In today’s film news roundup, Ruby Modine reprises her villain role in the “Happy Death Day” sequel, Passionflix has cast its leads for “Driven,” and Breaking Glass sets a June release for LGBTQ story “Hooked.”
Modine, daughter of Matthew Modine, broke out as part of the cast of Showtime’s “Shameless” in 2016, then scored the role in director Christopher Landon’s “Happy Death Day” as a nursing student at Bayfield University and its campus hospital.
Landon wrote the original script, which he directs. John Baldecchi and Angela Mancuso serve as executive producers. Jason Blum returns as producer with Ryan Turek as co-producer.
“Happy Death Day 2” starts shooting in New Orleans in two weeks. Modine is represented by Gersh.
Olivia Applegate and Casey Deidrick have been tapped to star in Passionflix’s latest film “Driven,” adapted from K. Bromberg’s eponymous novel, Variety has learned exclusively.
Production has launched in Los Angeles with exclusive distribution on the newly minted, romance-only OTT platform in late summer. Tosca Musk directs, with Jina Panebianco producing and Joany Kane adapting for the screen.
Applegate starred in Terrence Malick’s “Song to Song.” Diedrick has credits in “Teen Wolf” and “Days of Our Lives.”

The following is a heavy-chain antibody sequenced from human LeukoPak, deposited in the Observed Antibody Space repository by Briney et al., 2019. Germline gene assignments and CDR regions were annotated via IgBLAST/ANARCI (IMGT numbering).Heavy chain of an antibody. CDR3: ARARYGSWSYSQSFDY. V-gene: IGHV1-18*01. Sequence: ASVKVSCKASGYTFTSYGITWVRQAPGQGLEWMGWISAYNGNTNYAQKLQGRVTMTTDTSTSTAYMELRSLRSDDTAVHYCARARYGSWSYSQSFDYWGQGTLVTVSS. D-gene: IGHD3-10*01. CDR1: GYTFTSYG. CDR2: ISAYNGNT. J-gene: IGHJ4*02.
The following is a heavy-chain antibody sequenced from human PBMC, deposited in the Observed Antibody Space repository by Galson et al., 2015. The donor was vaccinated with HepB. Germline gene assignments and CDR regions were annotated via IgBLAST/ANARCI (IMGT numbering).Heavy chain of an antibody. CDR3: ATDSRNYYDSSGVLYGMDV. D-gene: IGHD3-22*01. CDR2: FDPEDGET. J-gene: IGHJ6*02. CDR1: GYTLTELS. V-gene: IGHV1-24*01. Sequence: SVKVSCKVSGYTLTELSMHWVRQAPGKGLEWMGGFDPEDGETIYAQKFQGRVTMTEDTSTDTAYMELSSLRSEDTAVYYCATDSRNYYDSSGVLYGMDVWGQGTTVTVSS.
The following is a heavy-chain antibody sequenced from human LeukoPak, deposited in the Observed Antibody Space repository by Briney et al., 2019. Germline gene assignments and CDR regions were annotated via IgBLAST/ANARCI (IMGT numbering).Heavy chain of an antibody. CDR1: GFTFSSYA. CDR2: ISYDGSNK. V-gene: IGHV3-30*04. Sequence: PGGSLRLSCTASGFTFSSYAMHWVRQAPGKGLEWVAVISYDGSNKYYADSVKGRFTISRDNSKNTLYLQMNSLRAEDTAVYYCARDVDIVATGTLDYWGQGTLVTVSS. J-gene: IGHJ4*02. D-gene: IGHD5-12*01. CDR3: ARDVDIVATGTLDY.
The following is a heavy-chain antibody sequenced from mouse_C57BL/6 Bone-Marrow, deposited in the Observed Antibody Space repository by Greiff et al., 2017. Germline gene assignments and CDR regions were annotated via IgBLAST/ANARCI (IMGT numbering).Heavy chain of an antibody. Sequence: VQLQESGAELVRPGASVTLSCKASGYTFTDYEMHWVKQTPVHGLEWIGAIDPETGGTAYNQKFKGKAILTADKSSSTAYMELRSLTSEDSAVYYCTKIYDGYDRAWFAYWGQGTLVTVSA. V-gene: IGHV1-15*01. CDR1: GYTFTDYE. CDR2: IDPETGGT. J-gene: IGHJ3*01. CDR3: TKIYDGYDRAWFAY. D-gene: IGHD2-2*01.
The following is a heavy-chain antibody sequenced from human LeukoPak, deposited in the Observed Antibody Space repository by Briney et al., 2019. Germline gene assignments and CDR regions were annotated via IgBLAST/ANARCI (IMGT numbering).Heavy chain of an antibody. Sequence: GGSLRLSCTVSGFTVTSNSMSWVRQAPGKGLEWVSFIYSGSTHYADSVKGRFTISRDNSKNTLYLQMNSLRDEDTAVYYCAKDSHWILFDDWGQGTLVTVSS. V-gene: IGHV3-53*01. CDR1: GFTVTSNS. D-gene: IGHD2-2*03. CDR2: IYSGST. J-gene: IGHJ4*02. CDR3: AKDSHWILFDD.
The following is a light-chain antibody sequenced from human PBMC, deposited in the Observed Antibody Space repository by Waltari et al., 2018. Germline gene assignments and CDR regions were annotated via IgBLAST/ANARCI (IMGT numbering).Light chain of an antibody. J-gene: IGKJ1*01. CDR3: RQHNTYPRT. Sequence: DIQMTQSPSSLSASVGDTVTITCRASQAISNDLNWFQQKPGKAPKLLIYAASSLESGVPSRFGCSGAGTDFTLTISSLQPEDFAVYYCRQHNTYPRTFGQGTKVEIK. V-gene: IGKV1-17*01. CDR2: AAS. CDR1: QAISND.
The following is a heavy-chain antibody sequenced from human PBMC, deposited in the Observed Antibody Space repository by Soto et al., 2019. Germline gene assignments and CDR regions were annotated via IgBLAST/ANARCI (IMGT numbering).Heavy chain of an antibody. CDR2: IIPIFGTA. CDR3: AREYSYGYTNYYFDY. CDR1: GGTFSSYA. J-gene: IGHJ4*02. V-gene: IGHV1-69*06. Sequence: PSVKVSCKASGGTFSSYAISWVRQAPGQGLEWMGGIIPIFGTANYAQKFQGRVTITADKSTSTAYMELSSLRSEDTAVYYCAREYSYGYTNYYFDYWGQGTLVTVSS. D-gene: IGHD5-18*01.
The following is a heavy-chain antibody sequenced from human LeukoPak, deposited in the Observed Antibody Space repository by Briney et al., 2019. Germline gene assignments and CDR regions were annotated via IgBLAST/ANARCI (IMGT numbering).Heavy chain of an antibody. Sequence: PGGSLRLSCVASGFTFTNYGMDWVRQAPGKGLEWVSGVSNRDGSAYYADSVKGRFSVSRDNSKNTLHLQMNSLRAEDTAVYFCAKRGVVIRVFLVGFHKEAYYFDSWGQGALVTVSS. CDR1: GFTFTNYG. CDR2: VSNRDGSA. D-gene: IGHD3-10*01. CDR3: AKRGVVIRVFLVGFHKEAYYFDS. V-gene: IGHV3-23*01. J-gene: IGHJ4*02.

Breaking Glass Pictures has acquired North American rights to writer/director Max Emerson’s LGBTQ story “Hooked,” Variety has learned exclusively.
The film will open theatrically in Los Angeles on June 1, followed by a DVD and VOD release on June 5. The film stars Laura Austin, Conor Donnally, and Jay Alan Christianson and is produced by Melissa D. Llewellyn.
“Hooked” follows an 18-year-old hustler Jack and his boyfriend, Tom. Matt, a married man who hasn’t come out of the closet, decides to take Jack from NYC to Miami with the intention of helping him before it’s too late.
A percentage of the profits from the film will be donated to non-profits and partner organizations to support the homeless LGBTQ youth demographic. Partner organizations include the Ali Forney Center, the Los Angeles LGBT Center, Albert Kennedy Trust, Lost and Found, and GLAAD.
“It’s apparent that LGBTQ kids need a place they can go to be safe…to find guidance from people who actually identity with the things they are going through,” said Emerson. “It’s not special treatment, it’s a necessity.”